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Instant Karma: The Heart and Soul of a Ski Bum

first_imgWhere have all the real ski bums gone? The old school spirit is revived by Wayne Sheldrake in this memoir of his time as a wide-eyed and occasionally reckless adventurer. He consistently throws himself into big storms and tackles the terrain most of us avoid. But this isn’t just about a guy with guts. It’s more about the epiphanies that come by taking chances and throwing yourself into the great unknown. Read it, and you’ll definitely feel like a jackass for sticking so close to your desk job. waynesheldrake.comlast_img

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Daily Dirt: Outdoor News for April 23, 2013

first_imgYour daily outdoor news bulletin for April 23, the day William Shakespeare was born in 1564, much to the chagrin of every 10th grader in America:Maryland Man Dies in Tough MudderA 28-year-old Ellicott City, Md. man died Sunday during a Tough Mudder in Berkley County, W.Va. on Saturday. Avishek Sengupta was treated by staff and medics on site after being pulled from a deep pool in the “Walk the Plank” aquatic obstacle – in which participants jump into water from platforms as high as 15 feet. The event held at Peacemaker National Training Center was particularly difficult for participants, 20 of whom were taken to the City Hospital of Martinsburg with injuries ranging from heart attacks to hypothermia. According to a Tough Mudder spokesperson, Sengupta is the first person to die in an event since the first one in 201o (750,000 participants in 50 events over that time frame). Sengupta’s official cause of death was drowning and was ruled accidental by the medical examiner.West Virginia is Stressed OutOf all the lists that West Virginia could land on, this one is a little unexpected. According to a Gallup Poll, the Mountain State is the most stressed state in the Union, narrowly beating out Rhode Island, Kentucky, Utah, and Massachusetts. Actually, none of these states make a whole lot of sense; you would think New York would at least crack the top five, but apparently WV, KY, and UT have been leading the list for the past five years. With all the beauty in WV, with the woods and mountains and rivers, you’d think it would be easy to relive some of that anxiety, but that’s before you factor in mountain top removal mining, fracking, high rates of obesity, and poverty. So there you go. No surprise on the other end of the spectrum, Hawaii is the least stressed state.Loveland Avalanche Victim Warren Wilson GradOne of the victims of the worst avalanche accident in Colorado history had ties to Western North Carolina. Rick Gaukel, 33, majored in outdoor leadership at Warren Wilson College and was the department’s outstanding student in 2005 and the MVP of the mountain biking team that same year. Gaukel was part of a group of six skiers and snowboarders caught in the avalanche at Loveland Pass on Saturday, only one survived the slide.last_img read more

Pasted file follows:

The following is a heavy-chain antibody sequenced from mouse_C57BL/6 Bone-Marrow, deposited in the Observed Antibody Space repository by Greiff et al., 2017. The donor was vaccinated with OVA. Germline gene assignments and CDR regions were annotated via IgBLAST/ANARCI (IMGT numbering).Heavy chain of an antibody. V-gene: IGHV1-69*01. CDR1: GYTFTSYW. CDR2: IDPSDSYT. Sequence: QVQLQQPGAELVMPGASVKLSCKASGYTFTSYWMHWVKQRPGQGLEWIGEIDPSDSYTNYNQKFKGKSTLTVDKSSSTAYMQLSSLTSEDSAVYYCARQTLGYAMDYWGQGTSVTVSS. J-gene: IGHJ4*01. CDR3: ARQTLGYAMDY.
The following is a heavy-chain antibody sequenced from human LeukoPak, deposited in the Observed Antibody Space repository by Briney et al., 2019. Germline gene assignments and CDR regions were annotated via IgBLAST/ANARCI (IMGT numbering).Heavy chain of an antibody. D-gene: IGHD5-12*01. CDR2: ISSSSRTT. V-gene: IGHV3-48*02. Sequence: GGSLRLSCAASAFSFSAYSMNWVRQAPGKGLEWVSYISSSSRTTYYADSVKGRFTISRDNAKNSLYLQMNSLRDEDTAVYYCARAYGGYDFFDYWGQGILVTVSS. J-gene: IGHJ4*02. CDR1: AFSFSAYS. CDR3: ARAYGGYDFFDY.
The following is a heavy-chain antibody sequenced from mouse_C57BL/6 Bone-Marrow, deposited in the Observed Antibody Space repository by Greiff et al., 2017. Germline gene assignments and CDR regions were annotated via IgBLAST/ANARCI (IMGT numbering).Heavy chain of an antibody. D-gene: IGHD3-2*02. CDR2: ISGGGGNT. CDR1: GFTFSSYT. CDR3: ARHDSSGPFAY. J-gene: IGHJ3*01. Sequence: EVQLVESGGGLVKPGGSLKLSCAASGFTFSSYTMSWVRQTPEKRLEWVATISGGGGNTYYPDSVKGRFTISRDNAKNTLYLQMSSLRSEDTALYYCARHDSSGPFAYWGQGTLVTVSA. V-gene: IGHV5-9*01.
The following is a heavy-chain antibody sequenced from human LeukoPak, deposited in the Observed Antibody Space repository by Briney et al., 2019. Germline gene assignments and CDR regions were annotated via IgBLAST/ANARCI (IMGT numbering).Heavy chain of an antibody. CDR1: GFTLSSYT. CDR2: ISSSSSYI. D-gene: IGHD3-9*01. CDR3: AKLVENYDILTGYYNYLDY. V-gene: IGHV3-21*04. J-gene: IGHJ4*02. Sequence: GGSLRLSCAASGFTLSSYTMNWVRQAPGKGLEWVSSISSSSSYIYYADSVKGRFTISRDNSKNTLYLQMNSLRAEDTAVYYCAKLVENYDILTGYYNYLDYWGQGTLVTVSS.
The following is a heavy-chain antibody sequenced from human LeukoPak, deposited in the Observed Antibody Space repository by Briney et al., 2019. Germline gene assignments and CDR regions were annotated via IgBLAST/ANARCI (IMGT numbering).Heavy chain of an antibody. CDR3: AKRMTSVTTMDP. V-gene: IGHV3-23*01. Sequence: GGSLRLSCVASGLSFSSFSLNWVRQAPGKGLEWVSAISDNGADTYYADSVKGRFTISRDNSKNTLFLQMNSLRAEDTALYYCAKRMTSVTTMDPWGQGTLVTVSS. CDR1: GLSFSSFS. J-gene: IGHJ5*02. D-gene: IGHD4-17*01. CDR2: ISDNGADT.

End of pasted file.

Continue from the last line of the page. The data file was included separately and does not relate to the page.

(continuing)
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Debate: Which is better, Summer Olympics or Winter Olympics?

first_imgSome Like It HotBy now we all know Lindsey Vonn isn’t competing in the Winter Olympics in Sochi, further diminishing a Winter Games that was already lacking star power. The absence of big names is just one of the reasons the Winter Games pale in comparison to the summer version, especially this year. The Winter Olympics gave us the Miracle on Ice and the delightful film Cool Runnings, for which millions are grateful. But due to its exclusive nature and unfamiliar events, I’m far more excited for the 2016 Summer Games in Rio de Janeiro.We like sports to be objective, with clear-cut winners and losers. Team A scored more points than Team B. Runner X crossed the finish line before Runner Y. Too many winter events are determined by judges. Figure skating, snowboarding, and freestyle skiing are three of the more popular sports where the winners are decided by votes. In the summer, the gymnastics events are among the few that require judges. Big-time sports like swimming, track and field, and volleyball do not.Even in the sports where simple numbers (time or distance) decide the medalists, most viewers have no frame of reference. I have no idea what’s a good time for bobsledding or a respectable distance for ski jumping because I’ve never done them. The Summer Games—dominated by simple and inexpensive sports like swimming and track and field—don’t have this problem.Aside from speed skating, there are hardly any winter sports that provide a photo finish. Due to the nature of many events, competitors go one at a time. Viewers have to keep an eye on the clock instead of watch the athletes go head-to-head down the stretch. The incredible finishes we see every four years in the pool or on the track aren’t possible in the Winter Games.And lastly, because of the cost and the climate necessary to attempt many of the winter sports, a majority of the world is excluded. There are 146 countries that have won an Olympic medal: 145 have summer medals, but only 45 have winter medals. You need not only snow but money to train for many of the winter events.Good luck trying to distinguish between two well-executed triple lutzes and have fun watching a couple of guys push a hunk of granite down the ice with a broom. I’ll be counting down the days until the opening ceremony in Rio.Andrew Kahn is a freelance  writer who blogs at, It’s Cold OutsideWe can all agree that most Olympic sports are difficult, or at least require an above average level of specialization, practice, skill, and dedication. This is why millions of people tune in to watch Olympians perform, because they simply don’t possess the combination of natural talent and rigor of these genetic anomalies.But let’s split hairs for a minute: performing sports when it’s cold outside (see: Winter Olympics) is just plain harder, requiring more dexterity, more strength, and more pure nerve than the Olympics’ warm weather cohort will have you believe. Let’s discuss.No one likes the bitter cold. Beach volleyball or snowball fight? I can guarantee 98% of those considered sane by the federal government would pick a warm beach and a Corona in their hand. That’s why winter sports are that much more impressive—it takes a true athlete, a truly hardened individual to face extreme cold, much less ski down a hill at 60 miles an hour in it. Or jump 150 feet in the air on a snowboard. Or ice skate at 40 miles an hour on rock hard ice. Suck it, triathletes, and try doing what you do in a negative-5 wind chill.Ice hockey. Skiing. Snowboarding. Speed skating. Luge. Cross-country skiing. All these sports have two things in common: cold and intensity. Let’s take a look at some summer sports: table tennis, horseback riding, fencing. It sounds more like a country club getaway.Have you ever seen soccer players rip off their gloves, throw down their sticks, and start pummeling each other in the face mercilessly? No? Why, soccer players don’t even have gloves. Or sticks. And they’re not allowed to fight. Is there any sports story more glorious than that of the 1980 U.S. Olympic Hockey Team? I rest my case.It would seem that Summer Olympians just want to take their shirts off, lounge around at the beach, and pretend at athleticism. If you’ve ever stood atop a mountain in 8-degree weather with 30 mph winds, crossed your fingers, and hoped your skis carried you safely back to the lodge, you can relate. If you haven’t, give it a try some time. If you don’t freeze to death first, you may just come to realize that the Winter Games are really the only sports the Olympics have to offer.Evans Prater is founder of DoNation, a non-profit dedicated to helping folks streamline their support of good causes locally and nationwide: read more